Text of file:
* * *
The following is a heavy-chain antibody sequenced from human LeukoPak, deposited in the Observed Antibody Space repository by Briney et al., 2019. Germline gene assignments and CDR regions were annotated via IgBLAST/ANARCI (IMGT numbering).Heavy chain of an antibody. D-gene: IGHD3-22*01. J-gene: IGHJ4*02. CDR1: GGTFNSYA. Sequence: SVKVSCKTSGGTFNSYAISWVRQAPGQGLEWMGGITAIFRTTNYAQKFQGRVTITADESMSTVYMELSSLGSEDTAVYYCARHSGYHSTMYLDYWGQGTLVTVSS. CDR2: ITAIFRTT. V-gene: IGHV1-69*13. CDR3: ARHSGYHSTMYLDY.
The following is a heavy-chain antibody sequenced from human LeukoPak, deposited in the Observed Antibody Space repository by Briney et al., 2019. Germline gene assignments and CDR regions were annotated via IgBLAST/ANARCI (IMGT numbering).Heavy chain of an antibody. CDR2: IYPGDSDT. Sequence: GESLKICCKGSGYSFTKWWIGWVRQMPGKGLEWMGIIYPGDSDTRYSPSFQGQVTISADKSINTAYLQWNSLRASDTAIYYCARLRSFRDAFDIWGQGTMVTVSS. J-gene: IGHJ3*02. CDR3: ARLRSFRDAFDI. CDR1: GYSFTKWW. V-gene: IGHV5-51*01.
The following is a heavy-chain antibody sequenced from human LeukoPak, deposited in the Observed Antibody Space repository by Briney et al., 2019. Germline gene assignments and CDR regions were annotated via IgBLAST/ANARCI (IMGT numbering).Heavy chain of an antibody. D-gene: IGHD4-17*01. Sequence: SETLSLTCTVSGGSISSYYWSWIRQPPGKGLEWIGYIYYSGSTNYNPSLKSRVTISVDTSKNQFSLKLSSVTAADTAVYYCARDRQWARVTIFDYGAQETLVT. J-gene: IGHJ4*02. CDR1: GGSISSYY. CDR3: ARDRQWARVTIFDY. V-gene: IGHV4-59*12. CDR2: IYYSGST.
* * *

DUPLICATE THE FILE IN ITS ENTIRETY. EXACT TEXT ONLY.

The following is a heavy-chain antibody sequenced from human LeukoPak, deposited in the Observed Antibody Space repository by Briney et al., 2019. Germline gene assignments and CDR regions were annotated via IgBLAST/ANARCI (IMGT numbering).Heavy chain of an antibody. D-gene: IGHD3-22*01. J-gene: IGHJ4*02. CDR1: GGTFNSYA. Sequence: SVKVSCKTSGGTFNSYAISWVRQAPGQGLEWMGGITAIFRTTNYAQKFQGRVTITADESMSTVYMELSSLGSEDTAVYYCARHSGYHSTMYLDYWGQGTLVTVSS. CDR2: ITAIFRTT. V-gene: IGHV1-69*13. CDR3: ARHSGYHSTMYLDY.
The following is a heavy-chain antibody sequenced from human LeukoPak, deposited in the Observed Antibody Space repository by Briney et al., 2019. Germline gene assignments and CDR regions were annotated via IgBLAST/ANARCI (IMGT numbering).Heavy chain of an antibody. CDR2: IYPGDSDT. Sequence: GESLKICCKGSGYSFTKWWIGWVRQMPGKGLEWMGIIYPGDSDTRYSPSFQGQVTISADKSINTAYLQWNSLRASDTAIYYCARLRSFRDAFDIWGQGTMVTVSS. J-gene: IGHJ3*02. CDR3: ARLRSFRDAFDI. CDR1: GYSFTKWW. V-gene: IGHV5-51*01.
The following is a heavy-chain antibody sequenced from human LeukoPak, deposited in the Observed Antibody Space repository by Briney et al., 2019. Germline gene assignments and CDR regions were annotated via IgBLAST/ANARCI (IMGT numbering).Heavy chain of an antibody. D-gene: IGHD4-17*01. Sequence: SETLSLTCTVSGGSISSYYWSWIRQPPGKGLEWIGYIYYSGSTNYNPSLKSRVTISVDTSKNQFSLKLSSVTAADTAVYYCARDRQWARVTIFDYGAQETLVT. J-gene: IGHJ4*02. CDR1: GGSISSYY. CDR3: ARDRQWARVTIFDY. V-gene: IGHV4-59*12. CDR2: IYYSGST.